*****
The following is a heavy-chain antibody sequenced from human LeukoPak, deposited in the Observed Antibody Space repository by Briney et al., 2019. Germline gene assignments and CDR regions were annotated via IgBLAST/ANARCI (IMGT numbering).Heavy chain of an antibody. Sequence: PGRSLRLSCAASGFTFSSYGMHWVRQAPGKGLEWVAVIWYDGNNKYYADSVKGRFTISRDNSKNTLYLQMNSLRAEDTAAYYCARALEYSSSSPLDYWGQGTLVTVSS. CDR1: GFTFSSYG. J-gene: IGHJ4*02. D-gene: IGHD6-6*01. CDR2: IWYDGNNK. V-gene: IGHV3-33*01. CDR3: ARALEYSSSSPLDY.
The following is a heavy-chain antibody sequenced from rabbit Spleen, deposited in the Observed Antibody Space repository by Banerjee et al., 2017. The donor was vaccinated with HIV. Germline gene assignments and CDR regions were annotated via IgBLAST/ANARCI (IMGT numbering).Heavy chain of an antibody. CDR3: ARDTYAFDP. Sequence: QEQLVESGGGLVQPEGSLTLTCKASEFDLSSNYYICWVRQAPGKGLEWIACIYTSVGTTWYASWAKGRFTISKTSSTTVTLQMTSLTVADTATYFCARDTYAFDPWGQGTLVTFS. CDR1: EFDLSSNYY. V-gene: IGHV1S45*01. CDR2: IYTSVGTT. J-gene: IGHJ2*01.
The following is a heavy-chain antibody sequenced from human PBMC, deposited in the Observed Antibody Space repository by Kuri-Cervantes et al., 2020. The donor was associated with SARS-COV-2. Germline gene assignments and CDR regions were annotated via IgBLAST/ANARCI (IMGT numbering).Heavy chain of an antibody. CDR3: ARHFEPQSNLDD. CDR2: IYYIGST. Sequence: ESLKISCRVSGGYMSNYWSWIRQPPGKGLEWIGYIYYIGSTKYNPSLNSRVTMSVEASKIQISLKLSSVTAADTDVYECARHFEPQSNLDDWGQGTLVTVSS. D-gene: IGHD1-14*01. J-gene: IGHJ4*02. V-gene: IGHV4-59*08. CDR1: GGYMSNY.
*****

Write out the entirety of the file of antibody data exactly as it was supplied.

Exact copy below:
The following is a heavy-chain antibody sequenced from human LeukoPak, deposited in the Observed Antibody Space repository by Briney et al., 2019. Germline gene assignments and CDR regions were annotated via IgBLAST/ANARCI (IMGT numbering).Heavy chain of an antibody. Sequence: PGRSLRLSCAASGFTFSSYGMHWVRQAPGKGLEWVAVIWYDGNNKYYADSVKGRFTISRDNSKNTLYLQMNSLRAEDTAAYYCARALEYSSSSPLDYWGQGTLVTVSS. CDR1: GFTFSSYG. J-gene: IGHJ4*02. D-gene: IGHD6-6*01. CDR2: IWYDGNNK. V-gene: IGHV3-33*01. CDR3: ARALEYSSSSPLDY.
The following is a heavy-chain antibody sequenced from rabbit Spleen, deposited in the Observed Antibody Space repository by Banerjee et al., 2017. The donor was vaccinated with HIV. Germline gene assignments and CDR regions were annotated via IgBLAST/ANARCI (IMGT numbering).Heavy chain of an antibody. CDR3: ARDTYAFDP. Sequence: QEQLVESGGGLVQPEGSLTLTCKASEFDLSSNYYICWVRQAPGKGLEWIACIYTSVGTTWYASWAKGRFTISKTSSTTVTLQMTSLTVADTATYFCARDTYAFDPWGQGTLVTFS. CDR1: EFDLSSNYY. V-gene: IGHV1S45*01. CDR2: IYTSVGTT. J-gene: IGHJ2*01.
The following is a heavy-chain antibody sequenced from human PBMC, deposited in the Observed Antibody Space repository by Kuri-Cervantes et al., 2020. The donor was associated with SARS-COV-2. Germline gene assignments and CDR regions were annotated via IgBLAST/ANARCI (IMGT numbering).Heavy chain of an antibody. CDR3: ARHFEPQSNLDD. CDR2: IYYIGST. Sequence: ESLKISCRVSGGYMSNYWSWIRQPPGKGLEWIGYIYYIGSTKYNPSLNSRVTMSVEASKIQISLKLSSVTAADTDVYECARHFEPQSNLDDWGQGTLVTVSS. D-gene: IGHD1-14*01. J-gene: IGHJ4*02. V-gene: IGHV4-59*08. CDR1: GGYMSNY.